SAN DIEGO — Eight hours a day, five days a week, from 3 to 11 p.m., Hormoz Tabrizi works the front desk of the Nite Lite Inn in National City. He checks in guests, answers phones and takes room-service orders. He makes $4.50 an hour.
This is not the typical evening schedule for a professional athlete.
Tabrizi, a rookie defender for the Sockers, has found that playing in the Major Indoor Soccer League doesn't necessarily mean expensive cars and a lavish life style.
But life style is relative.
Tabrizi, who moved to the United States 4 1/2 years ago from Iran, was very excited when he became a Socker last week.
"I had tears in my eyes when I got back to my car after I signed the contract," he said.
Tabrizi, 22, who was an All-American at Hawthorne College in New Hampshire, was signed by the Sockers last Thursday to a one-year contract. He'll be paid $2,000 a month. Enough to make this a happy, if implausible, ending to a trip on which Tabrizi set out nine months ago.
"Of all of the bad things I had to do (last week), like letting players go, the one nice thing I did was tell (Tabrizi) he had a chance to make the squad," Coach Ron Newman said. "He was so excited, like I had just handed him a million dollars."
Tabrizi, who was born in Tehran, decided last winter that he wanted to play for the Sockers. Never mind that he had never played indoor soccer. Never mind that he lived in Antrim, N.H., and the Sockers had never heard of him. He packed his belongings, which were few, and headed for San Diego.
He knew only one person in San Diego, Mostafe Arab, National University's soccer coach, and that association was only through telephone conversations.
Somehow, he talked his way onto the Sockers' reserve team . . . and got his job at the Nite Lite Inn.
After less than a year on the reserve team, Tabrizi was called up for San Diego's season opener last week in Wichita.
"I was nervous until right before the game," he said. "The other players came up to me, shook my hand and gave me confidence, like, 'Have a good season, it's only a game.' "
And those pregame assurances may have been soothing later because Tabrizi made a rookie mistake that led to a Wichita goal in the third period. On the Wichita end of the field, he committed a senseless foul, the Sockers' sixth of the period, and it led to a successful Wichita power-play goal, tying the score, 2-2. The Wings eventually won, 5-3.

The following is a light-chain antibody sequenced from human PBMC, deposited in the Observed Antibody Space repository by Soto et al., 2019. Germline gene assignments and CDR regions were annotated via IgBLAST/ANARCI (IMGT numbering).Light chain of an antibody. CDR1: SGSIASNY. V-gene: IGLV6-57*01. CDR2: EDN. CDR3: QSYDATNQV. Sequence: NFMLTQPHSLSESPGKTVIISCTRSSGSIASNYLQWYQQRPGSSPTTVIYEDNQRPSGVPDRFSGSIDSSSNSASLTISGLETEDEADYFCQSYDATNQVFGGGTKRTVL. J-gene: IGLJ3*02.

"You expect that from a rookie," said Newman, who affectionately calls Tabrizi "The Tank," for his aggressive style of play, a nickname that seems ironic now, because his country's army and its involvement in a war caused Tabrizi to flee his homeland when he was 16.
He faced being drafted by the Iranian army after high school. So he chose to leave Tehran before completing high school and come to the United States, where his father had attended Harvard University and at the time was living in this country with three of Hormoz's brothers.
He departed for New Jersey to be united with his father and brothers, leaving his mother and a sister behind in Iran. Since then his family, including his mother and sister, has moved to San Jose.
Tabrizi immediately excelled on his high school soccer team and was named to the all-state team.
When he came to New Jersey 4 1/2 years ago, when relations between Iran and the United States were at a very low point, Tabrizi quickly felt the sting of American feelings toward Iranians. He was called names and confronted by people wearing T-shirts with disparaging messages about Iran.
"They would come up to my face and say, 'Look at this shirt.' I couldn't speak English, but I knew what they meant," he said.
On his second day in America, Tabrizi attended a soccer game at Giants Stadium in the Meadowlands. The now-defunct New York Cosmos were playing an exhibition game against a team from Brazil in front of 75,000 fans.
"I said, 'Wow, soccer must be really big here,' " Tabrizi said. "But not too long after that, the Cosmos folded and the players left. Then all I heard about was the San Diego Sockers, all of the time."
The Sockers were in the midst of winning five indoor titles. Tabrizi's favorite player was Steve Zungul, now of the Tacoma Stars.
So last December, he came to San Diego and asked for a tryout with the Sockers' reserve team.
"We get quite a few players like that," said Guy Newman, who coaches the reserve team. "I wasn't sure what type of visa he had or what position he could play. But we'll look at anybody. You never know what you can find."
Guy Newman discovered that Tabrizi had a difficult time adjusting from outdoor to indoor soccer. But midway through last season with the reserve team, Tabrizi began to gain confidence and sped up his style of play to suit the much faster indoor game.
"It was really hard for me at the beginning, because I didn't know a lot of the tricks about indoor soccer," Tabrizi said. "Indoor seems easy, but it really isn't easy. Guy helped me out a lot and told me what to do."